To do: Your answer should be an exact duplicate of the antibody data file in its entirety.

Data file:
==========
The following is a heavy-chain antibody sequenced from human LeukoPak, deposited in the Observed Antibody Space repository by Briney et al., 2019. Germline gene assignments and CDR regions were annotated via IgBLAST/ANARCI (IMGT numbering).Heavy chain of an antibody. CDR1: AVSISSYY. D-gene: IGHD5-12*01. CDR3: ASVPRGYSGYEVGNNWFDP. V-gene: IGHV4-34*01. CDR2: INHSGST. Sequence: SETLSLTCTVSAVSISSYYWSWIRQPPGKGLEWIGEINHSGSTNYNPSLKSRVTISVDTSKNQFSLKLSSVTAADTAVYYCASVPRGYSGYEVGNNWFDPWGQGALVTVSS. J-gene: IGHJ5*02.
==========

The following is a heavy-chain antibody sequenced from human LeukoPak, deposited in the Observed Antibody Space repository by Briney et al., 2019. Germline gene assignments and CDR regions were annotated via IgBLAST/ANARCI (IMGT numbering).Heavy chain of an antibody. CDR1: AVSISSYY. D-gene: IGHD5-12*01. CDR3: ASVPRGYSGYEVGNNWFDP. V-gene: IGHV4-34*01. CDR2: INHSGST. Sequence: SETLSLTCTVSAVSISSYYWSWIRQPPGKGLEWIGEINHSGSTNYNPSLKSRVTISVDTSKNQFSLKLSSVTAADTAVYYCASVPRGYSGYEVGNNWFDPWGQGALVTVSS. J-gene: IGHJ5*02.